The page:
[root@bharata ~]# vgcreate bd-vg-thin /dev/loop0

Create a thin pool
[root@bharata ~]# lvcreate –thin bd-vg-thin -L 1000M
Rounding up size to full physical extent 4.00 MiB
Logical volume “lvol0″ created

lvdisplay shows the thin pool
[root@bharata ~]# lvdisplay bd-vg-thin
— Logical volume —
LV Name                       lvol0
VG Name                      bd-vg-thin
LV UUID                        HVa3EM-IVMS-QG2g-oqU6-1UxC-RgqS-g8zhVn
LV Write Access            read/write
LV Creation host, time bharata, 2013-11-26 16:39:06 +0530
LV Pool transaction ID  0
LV Pool metadata          lvol0_tmeta
LV Pool data                  lvol0_tdata
LV Pool chunk size       64.00 KiB
LV Zero new blocks     yes
LV Status                      available
# open                          0
LV Size                          1000.00 MiB
Allocated pool data     0.00%
Allocated metadata     0.88%
Current LE                   250
Segments                     1
Allocation                     inherit
Read ahead sectors     auto
– currently set to         256
Block device                253:9

- Create the BD volume

Create a POSIX directory first
[root@bharata ~]# mkdir /bd-meta-thin

Create and mount the volume
[root@bharata ~]# gluster volume create bd-thin bharata:/bd-meta-thin?bd-vg-thin force
[root@bharata ~]# gluster volume start bd-thin
[root@bharata ~]# gluster volume info bd-thin

Volume Name: bd-thin
Type: Distribute
Volume ID: 27aa7eb0-4ffa-497e-b639-7cbda0128793
Status: Started
Xlator 1: BD
Capability 1: thin
Capability 2: offload_copy
Capability 3: offload_snapshot
Number of Bricks: 1
Transport-type: tcp
Brick1: bharata:/bd-meta-thin
Brick1 VG: bd-vg-thin
[root@bharata ~]# mount -t glusterfs bharata:/bd-thin /mnt

- Create a file that is backed by a thin LV

[root@bharata ~]# ls /mnt
[root@bharata ~]#

Creating a file that is mapped to a thin LV is a 2 step operation. First the file should be created on the mount point and a specific extended attribute should be set to map the file to a thin LV.

[root@bharata ~]# touch /mnt/thin-lv
[root@bharata ~]# setfattr -n “” -v “thin:256MB” /mnt/thin-lv

Now /mnt/thin-lv is a thin provisioned file that is backed by a thin LV.
[root@bharata ~]# lvdisplay bd-vg-thin
— Logical volume —
LV Name                        lvol0
VG Name                       bd-vg-thin
LV UUID                         HVa3EM-IVMS-QG2g-oqU6-1UxC-RgqS-g8zhVn
LV Write Access            read/write
LV Creation host, time bharata, 2013-11-26 16:39:06 +0530
LV Pool transaction ID 1
LV Pool metadata         lvol0_tmeta
LV Pool data                 lvol0_tdata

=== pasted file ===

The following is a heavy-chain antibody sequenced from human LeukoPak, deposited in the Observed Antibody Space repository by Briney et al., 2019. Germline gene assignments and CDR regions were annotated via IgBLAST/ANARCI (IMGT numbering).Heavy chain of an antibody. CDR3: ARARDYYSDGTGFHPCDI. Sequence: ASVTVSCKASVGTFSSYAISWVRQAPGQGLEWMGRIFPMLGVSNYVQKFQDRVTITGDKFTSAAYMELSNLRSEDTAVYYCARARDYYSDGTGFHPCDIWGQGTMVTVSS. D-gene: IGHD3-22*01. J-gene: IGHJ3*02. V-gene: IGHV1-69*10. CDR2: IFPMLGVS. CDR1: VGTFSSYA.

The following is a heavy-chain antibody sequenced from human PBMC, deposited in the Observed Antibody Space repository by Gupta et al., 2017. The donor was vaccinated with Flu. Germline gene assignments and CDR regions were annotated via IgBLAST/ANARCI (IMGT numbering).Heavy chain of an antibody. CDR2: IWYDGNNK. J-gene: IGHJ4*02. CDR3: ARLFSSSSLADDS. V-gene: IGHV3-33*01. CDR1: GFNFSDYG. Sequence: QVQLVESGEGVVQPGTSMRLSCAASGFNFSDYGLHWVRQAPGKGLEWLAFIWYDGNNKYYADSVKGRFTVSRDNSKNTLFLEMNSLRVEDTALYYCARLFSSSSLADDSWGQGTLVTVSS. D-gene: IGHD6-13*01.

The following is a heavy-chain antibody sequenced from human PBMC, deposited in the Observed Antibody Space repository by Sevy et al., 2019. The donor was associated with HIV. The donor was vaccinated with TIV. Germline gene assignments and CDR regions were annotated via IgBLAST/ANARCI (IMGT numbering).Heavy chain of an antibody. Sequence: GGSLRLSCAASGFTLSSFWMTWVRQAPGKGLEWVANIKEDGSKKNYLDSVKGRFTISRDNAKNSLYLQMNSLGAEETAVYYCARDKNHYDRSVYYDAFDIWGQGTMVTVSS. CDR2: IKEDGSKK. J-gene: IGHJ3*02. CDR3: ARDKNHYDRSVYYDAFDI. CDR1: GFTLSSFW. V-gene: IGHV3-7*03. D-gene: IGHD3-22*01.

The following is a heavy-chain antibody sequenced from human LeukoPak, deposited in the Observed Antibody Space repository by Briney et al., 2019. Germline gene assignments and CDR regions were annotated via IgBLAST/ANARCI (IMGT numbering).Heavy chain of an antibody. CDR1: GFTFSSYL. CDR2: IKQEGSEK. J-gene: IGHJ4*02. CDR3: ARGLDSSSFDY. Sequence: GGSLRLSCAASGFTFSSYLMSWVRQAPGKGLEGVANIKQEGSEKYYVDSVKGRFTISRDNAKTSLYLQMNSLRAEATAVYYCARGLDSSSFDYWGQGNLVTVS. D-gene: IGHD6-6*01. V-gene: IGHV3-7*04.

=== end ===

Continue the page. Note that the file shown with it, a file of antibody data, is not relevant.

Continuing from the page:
LV Pool chunk size       64.00 KiB
LV Zero new blocks     yes
LV Status                      available
# open                         0
LV Size                         1000.00 MiB
Allocated pool data    0.00%
Allocated metadata    0.98%
Current LE                  250
Segments                    1
Allocation                    inherit
Read ahead sectors   auto
– currently set to        256
Block device               253:9

— Logical volume —
  LV Path                     /dev/bd-vg-thin/081b01d1-1436-4306-9baf-41c7bf5a2c73
LV Name                        081b01d1-1436-4306-9baf-41c7bf5a2c73
VG Name                       bd-vg-thin
LV UUID                         coxpTY-2UZl-9293-8H2X-eAZn-wSp6-csZIeB
LV Write Access            read/write
LV Creation host, time bharata, 2013-11-26 16:43:19 +0530
LV Pool name                 lvol0
LV Status                       available
# open                           0
  LV Size                     256.00 MiB
Mapped size                  0.00%
Current LE                    64
Segments                      1
Allocation                      inherit
Read ahead sectors     auto
– currently set to          256
Block device                 253:10

As can be seen from above, creation of a file resulted in creation of a thin LV in the brick.

Snapshots and clones

BD xlator uses LVM snapshot and clone capabilities to provide file level snapshots and clones for files on GlusterFS volume. Snapshots and clones work only for those files that have been already mapped to an LV. In other words, snapshots and clones aren’t for Posix-only file that exist on BD volume.

Creating a snapshot

Say we are interested in taking snapshot of a file /mnt/file that already exists and has been mapped to an LV.

[root@bharata ~]# ls -l /mnt/file
-rw-r–r–. 1 root root 268435456 Nov 27 10:16 /mnt/file

[root@bharata ~]# lvdisplay bd-vg
— Logical volume —
LV Path                        /dev/bd-vg/abf93bbd-2c78-4612-8822-c4e0a40c4626
LV Name                      abf93bbd-2c78-4612-8822-c4e0a40c4626
VG Name                      bd-vg
LV UUID                        HwSRTL-UdPH-MMz7-rg7U-pU4a-yS4O-59bDfY
LV Write Access            read/write
LV Creation host, time bharata, 2013-11-27 10:16:54 +0530
LV Status                      available
# open                          0
LV Size                          256.00 MiB
Current LE                   64
Segments                     1
Allocation                     inherit
Read ahead sectors    0
Block device                253:6

Snapshot creation is a two step process.

- Create a snapshot destination file first
[root@bharata ~]# touch /mnt/file-snap

- Then take the actual snapshot
In order to create the actual snapshot, we need to know the GFID of the snapshot file.